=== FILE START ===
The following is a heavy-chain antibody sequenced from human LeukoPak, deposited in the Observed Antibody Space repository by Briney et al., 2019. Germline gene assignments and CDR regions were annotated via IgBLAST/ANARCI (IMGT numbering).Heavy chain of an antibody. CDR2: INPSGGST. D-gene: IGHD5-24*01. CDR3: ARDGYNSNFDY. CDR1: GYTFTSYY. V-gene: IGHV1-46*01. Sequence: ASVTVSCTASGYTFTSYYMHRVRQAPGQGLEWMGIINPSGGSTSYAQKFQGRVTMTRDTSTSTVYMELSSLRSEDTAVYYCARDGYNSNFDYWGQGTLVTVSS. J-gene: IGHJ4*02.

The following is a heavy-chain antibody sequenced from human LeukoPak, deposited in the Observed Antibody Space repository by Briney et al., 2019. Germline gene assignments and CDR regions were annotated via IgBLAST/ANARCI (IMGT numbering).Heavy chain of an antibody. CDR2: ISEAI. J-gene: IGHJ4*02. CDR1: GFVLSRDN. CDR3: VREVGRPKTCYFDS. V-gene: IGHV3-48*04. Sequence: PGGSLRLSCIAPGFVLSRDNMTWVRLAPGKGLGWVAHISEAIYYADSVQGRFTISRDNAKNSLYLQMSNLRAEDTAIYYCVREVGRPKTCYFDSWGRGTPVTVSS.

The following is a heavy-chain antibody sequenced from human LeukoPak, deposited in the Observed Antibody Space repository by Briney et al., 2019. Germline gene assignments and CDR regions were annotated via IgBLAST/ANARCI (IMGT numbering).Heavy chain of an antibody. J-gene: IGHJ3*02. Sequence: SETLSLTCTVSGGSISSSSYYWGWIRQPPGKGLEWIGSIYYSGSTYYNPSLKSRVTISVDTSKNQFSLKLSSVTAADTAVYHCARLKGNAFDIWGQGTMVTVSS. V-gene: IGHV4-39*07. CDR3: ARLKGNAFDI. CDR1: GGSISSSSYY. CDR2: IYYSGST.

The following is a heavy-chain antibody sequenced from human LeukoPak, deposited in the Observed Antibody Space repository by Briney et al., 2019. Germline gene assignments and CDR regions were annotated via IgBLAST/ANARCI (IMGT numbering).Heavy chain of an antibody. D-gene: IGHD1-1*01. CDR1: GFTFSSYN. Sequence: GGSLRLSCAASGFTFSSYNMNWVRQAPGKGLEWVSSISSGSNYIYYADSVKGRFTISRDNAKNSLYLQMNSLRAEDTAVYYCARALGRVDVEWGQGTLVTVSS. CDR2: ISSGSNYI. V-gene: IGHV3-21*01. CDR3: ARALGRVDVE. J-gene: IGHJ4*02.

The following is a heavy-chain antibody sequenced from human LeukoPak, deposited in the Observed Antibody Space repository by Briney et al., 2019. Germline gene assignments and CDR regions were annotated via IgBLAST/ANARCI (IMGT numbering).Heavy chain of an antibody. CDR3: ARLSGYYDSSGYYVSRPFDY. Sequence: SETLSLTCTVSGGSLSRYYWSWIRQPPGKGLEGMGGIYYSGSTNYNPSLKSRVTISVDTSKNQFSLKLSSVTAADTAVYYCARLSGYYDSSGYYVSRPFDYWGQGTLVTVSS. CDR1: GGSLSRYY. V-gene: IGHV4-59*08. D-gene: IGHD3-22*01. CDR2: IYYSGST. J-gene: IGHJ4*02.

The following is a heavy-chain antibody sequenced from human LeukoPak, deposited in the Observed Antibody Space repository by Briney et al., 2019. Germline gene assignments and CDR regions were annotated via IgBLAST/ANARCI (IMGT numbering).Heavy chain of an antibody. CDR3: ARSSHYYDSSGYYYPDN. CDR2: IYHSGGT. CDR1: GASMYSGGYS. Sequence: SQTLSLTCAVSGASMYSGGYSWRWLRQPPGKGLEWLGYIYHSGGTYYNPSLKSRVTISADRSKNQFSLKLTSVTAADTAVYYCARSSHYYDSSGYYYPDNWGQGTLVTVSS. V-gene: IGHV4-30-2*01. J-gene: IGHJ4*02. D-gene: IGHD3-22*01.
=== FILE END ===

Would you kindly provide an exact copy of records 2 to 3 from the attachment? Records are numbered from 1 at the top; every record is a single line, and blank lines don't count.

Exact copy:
The following is a heavy-chain antibody sequenced from human LeukoPak, deposited in the Observed Antibody Space repository by Briney et al., 2019. Germline gene assignments and CDR regions were annotated via IgBLAST/ANARCI (IMGT numbering).Heavy chain of an antibody. CDR2: ISEAI. J-gene: IGHJ4*02. CDR1: GFVLSRDN. CDR3: VREVGRPKTCYFDS. V-gene: IGHV3-48*04. Sequence: PGGSLRLSCIAPGFVLSRDNMTWVRLAPGKGLGWVAHISEAIYYADSVQGRFTISRDNAKNSLYLQMSNLRAEDTAIYYCVREVGRPKTCYFDSWGRGTPVTVSS.

The following is a heavy-chain antibody sequenced from human LeukoPak, deposited in the Observed Antibody Space repository by Briney et al., 2019. Germline gene assignments and CDR regions were annotated via IgBLAST/ANARCI (IMGT numbering).Heavy chain of an antibody. J-gene: IGHJ3*02. Sequence: SETLSLTCTVSGGSISSSSYYWGWIRQPPGKGLEWIGSIYYSGSTYYNPSLKSRVTISVDTSKNQFSLKLSSVTAADTAVYHCARLKGNAFDIWGQGTMVTVSS. V-gene: IGHV4-39*07. CDR3: ARLKGNAFDI. CDR1: GGSISSSSYY. CDR2: IYYSGST.